Two things happened when Carlos Santana was signed to a three year deal.
- The line up got better.
- The outfield defense got worse.
Although #1 has yet to come to fruition, #2 has already proven to be true. The ever-evolving and always excellent MLB Statcast uses batted ball data to determine “catch probability” (how likely it is for a play to be made). While an individual play won’t tell us too much about the quality of the fielding, the on-field talents become clear over a larger sample. Take a look at the full leaderboard if you’re curious, but I’ve highlighted two things of interest. First, the top:
OAA stands for “outs above average”, which answers the question “how much better than average is a fielder?”, to put it simply. Who’s that at the very top of the list? None other than our very own Odubel Herrera. At least by one measure, Herrera is the best outfielder in baseball. Before you get too excited- the opposite end of the list:
Oh. Uh. Hey there, Rhys. Look, you’re not really an outfielder. We both knew that. That’s fine, though – when you’re one of the best hitters in baseball, your bat offsets the value you lose with the glove.
With one of the best fielders in baseball and one of the worst, the Phillies outfield defense rates out at…average. Exactly average. The Phillies were expected to catch 87% of the fly balls, and they caught 87% of them. Overlay a plot of the plays that Herrera and Hoskins have made, and it’s clear that the defensive limitations of our mashing left fielder are offset by Herrera’s excellent range.
There was some hand-wringing when Santana was signed regarding how Hoskins would fare in the outfield. The short answer seems to be “Not well”. The long answer? “Not well, but it doesn’t really matter thanks to Herrera”.
Weekly Record: 2-5
Standout Hitter: Jorge Alfaro. Alfaro had himself a week, hitting 2 homers en route to a 1.076 OPS. Though this level of success might be fleeting (.545 BABIP), he made some real strides offensively – his contact rate is up, his swinging strike rate is down, and he reduced his strikeout rate by almost 10 percentage points (!!!!). He’s still swinging too much and striking out too frequently, but hey – just a week ago he looked absolutely lost at the plate. Baby steps.
Standout Pitcher: Aaron Nola. Lemme hit you with some numbers.
14.1 innings pitched.
What’s that spell? ACE. Nola is 19th in baseball by WARP, 9th by fWAR, and 2nd in rWAR. Any way you slice it up, he’s among the best pitchers in the game right now. Enjoy it – what he’s doing is special.
Sit-Down Hitter: Carlos Santana. Coming into the season, Santana’s offensive output projected to be the opposite of rough – not rough. (Were you expecting me to say something else?) To this point, however, the BABIP gods have spat upon him – Santana’s .163 BABIP is by far the worst in baseball. Santana is still taking his walks, but those can only carry him so far. His xBA is 100 points higher than his current BA, so this isn’t a case of making poor contact – the ball is just finding the fielders instead of open space. As a switch hitter, he’s taking the majority of his PA as a lefty (97 PA vs. 35 PA as a righty). Here’s a spray chart of his outs as a lefty, courtesy of Statcast.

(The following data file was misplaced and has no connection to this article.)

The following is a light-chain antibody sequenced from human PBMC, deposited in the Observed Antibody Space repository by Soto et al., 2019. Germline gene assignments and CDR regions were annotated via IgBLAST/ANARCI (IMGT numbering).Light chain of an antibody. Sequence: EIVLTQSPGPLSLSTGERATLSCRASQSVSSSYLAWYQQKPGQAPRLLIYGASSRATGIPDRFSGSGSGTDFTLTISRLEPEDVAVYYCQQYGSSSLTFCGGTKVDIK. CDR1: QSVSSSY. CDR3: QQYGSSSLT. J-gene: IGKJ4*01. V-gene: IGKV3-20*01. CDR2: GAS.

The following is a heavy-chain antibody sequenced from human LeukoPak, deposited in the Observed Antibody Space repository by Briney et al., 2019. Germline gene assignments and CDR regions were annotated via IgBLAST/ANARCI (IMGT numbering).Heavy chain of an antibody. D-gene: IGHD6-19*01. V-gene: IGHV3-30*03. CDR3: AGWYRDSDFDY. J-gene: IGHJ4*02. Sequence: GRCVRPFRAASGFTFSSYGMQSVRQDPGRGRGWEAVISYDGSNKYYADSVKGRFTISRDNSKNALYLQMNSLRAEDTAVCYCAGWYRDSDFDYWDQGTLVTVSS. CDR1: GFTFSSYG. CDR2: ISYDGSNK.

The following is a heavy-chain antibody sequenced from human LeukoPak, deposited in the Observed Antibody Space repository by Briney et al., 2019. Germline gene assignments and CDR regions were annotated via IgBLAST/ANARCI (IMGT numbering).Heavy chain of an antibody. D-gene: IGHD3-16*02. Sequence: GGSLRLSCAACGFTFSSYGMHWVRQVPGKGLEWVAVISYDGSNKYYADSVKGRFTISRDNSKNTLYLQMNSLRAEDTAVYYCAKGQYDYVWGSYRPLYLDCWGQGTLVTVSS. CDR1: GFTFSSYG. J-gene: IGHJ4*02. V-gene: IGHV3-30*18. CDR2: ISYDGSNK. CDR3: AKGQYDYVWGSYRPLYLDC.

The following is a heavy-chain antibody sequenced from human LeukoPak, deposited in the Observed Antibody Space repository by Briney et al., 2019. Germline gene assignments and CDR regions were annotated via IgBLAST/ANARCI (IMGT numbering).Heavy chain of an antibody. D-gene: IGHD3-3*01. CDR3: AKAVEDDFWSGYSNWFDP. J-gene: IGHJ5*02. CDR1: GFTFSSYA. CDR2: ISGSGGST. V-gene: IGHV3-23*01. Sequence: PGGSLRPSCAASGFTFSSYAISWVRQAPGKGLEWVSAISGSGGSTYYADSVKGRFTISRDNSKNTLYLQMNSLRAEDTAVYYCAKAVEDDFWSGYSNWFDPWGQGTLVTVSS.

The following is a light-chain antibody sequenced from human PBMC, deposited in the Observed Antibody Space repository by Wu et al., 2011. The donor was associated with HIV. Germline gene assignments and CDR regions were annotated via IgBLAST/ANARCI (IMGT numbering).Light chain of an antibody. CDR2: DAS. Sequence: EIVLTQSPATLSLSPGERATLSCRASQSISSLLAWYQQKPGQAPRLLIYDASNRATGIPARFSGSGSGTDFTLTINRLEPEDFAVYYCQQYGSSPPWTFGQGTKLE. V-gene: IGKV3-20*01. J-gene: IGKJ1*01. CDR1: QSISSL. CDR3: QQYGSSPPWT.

Sure, he’s pulling his grounders, but he’s spraying the ball everywhere to the outfield. It hasn’t been pretty so far, but there isn’t much of a reason to believe his ineptitude will continue for the entire season.
Sit-Down Pitcher: Ben Lively. There have been 898 games so far in 2018. Ben Lively’s 2.1 inning, 7 ER start on April 26th ranks as the 13th worst. Bill James, father of Sabermetrics, came up with the concept of “Game Score” in order to quantify how a particular start went. 50 is average. Lively’s start clocked in at 12. After his disastrous outing, Lively was placed on the 10-Day DL with a lower back strain. At least there’s an explanation as to why it went so poorly.
Around the League Round-Up
- Who wore it best?
- So fast!
- Oh deer…
- Trevor Bauer is polarizing, to say the least. Recently, he took to Twitter to claim the Astros pitchers are using a foreign substance on baseballs in order to increase their spin rate (which in turn will make their pitches harder to hit). He put his money where his mouth is – in his start on Monday, his spin rate was significantly up in the 1st inning before dropping down to his normal level for the rest of the game. What a masterful troll.
- I don’t know how I’ve lived my entire Twitter life not following MLB GIFS, but I know I won’t live the rest of my life without it.
- Pablo Sandoval, a.k.a. “Kung Fu Panda”, was forced to pitch in the 9th inning of a blowout against the Dodgers. He hasn’t carried a good bat for almost half a decade. Based on his early results, perhaps he should give it a go from the mound.
- Mariners legend Ichiro Suzuki has retired. Here’s a rundown of some of the things he accomplished over the course of a HOF career. Baseball will miss him.
- For Xbox One owners – right now, Super Mega Baseball 2 is free and I’m not exaggerating when I say it’s the most fun I’ve had with a baseball game ever. Make sure you snag it.